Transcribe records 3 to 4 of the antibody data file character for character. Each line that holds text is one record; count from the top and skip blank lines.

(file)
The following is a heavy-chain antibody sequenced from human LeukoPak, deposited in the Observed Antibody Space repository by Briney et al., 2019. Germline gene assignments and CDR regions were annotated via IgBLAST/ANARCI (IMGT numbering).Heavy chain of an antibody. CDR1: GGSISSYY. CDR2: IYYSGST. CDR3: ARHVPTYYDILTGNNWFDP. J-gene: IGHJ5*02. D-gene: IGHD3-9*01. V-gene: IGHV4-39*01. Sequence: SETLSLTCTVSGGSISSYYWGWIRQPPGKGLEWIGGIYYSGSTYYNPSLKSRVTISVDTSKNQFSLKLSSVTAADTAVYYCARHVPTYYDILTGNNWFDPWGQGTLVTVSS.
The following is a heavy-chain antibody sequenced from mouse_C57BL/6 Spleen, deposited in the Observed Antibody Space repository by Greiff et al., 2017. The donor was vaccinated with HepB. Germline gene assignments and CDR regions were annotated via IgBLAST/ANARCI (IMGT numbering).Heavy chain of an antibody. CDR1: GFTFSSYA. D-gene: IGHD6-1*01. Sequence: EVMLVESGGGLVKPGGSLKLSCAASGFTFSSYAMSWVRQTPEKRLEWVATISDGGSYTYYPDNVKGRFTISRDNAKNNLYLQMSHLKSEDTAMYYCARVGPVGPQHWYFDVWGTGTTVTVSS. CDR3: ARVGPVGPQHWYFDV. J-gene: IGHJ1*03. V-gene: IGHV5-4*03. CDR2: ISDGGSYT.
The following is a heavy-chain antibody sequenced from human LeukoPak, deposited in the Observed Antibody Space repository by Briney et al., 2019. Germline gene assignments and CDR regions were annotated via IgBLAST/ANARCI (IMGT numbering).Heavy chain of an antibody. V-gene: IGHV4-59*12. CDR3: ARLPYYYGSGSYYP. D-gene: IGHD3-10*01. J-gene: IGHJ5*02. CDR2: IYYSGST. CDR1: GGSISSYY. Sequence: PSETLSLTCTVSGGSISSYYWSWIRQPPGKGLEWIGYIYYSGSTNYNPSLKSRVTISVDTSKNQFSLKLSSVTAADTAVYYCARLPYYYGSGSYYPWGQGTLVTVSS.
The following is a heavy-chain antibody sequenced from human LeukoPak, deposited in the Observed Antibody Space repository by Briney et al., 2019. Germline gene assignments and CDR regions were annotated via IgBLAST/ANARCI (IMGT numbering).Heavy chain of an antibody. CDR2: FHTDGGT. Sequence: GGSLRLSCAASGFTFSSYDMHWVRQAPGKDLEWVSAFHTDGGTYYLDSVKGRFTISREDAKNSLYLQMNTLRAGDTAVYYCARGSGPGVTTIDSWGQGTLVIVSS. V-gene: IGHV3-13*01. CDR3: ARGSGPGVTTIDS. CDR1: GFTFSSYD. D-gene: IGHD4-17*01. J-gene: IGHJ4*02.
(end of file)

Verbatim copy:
The following is a heavy-chain antibody sequenced from human LeukoPak, deposited in the Observed Antibody Space repository by Briney et al., 2019. Germline gene assignments and CDR regions were annotated via IgBLAST/ANARCI (IMGT numbering).Heavy chain of an antibody. V-gene: IGHV4-59*12. CDR3: ARLPYYYGSGSYYP. D-gene: IGHD3-10*01. J-gene: IGHJ5*02. CDR2: IYYSGST. CDR1: GGSISSYY. Sequence: PSETLSLTCTVSGGSISSYYWSWIRQPPGKGLEWIGYIYYSGSTNYNPSLKSRVTISVDTSKNQFSLKLSSVTAADTAVYYCARLPYYYGSGSYYPWGQGTLVTVSS.
The following is a heavy-chain antibody sequenced from human LeukoPak, deposited in the Observed Antibody Space repository by Briney et al., 2019. Germline gene assignments and CDR regions were annotated via IgBLAST/ANARCI (IMGT numbering).Heavy chain of an antibody. CDR2: FHTDGGT. Sequence: GGSLRLSCAASGFTFSSYDMHWVRQAPGKDLEWVSAFHTDGGTYYLDSVKGRFTISREDAKNSLYLQMNTLRAGDTAVYYCARGSGPGVTTIDSWGQGTLVIVSS. V-gene: IGHV3-13*01. CDR3: ARGSGPGVTTIDS. CDR1: GFTFSSYD. D-gene: IGHD4-17*01. J-gene: IGHJ4*02.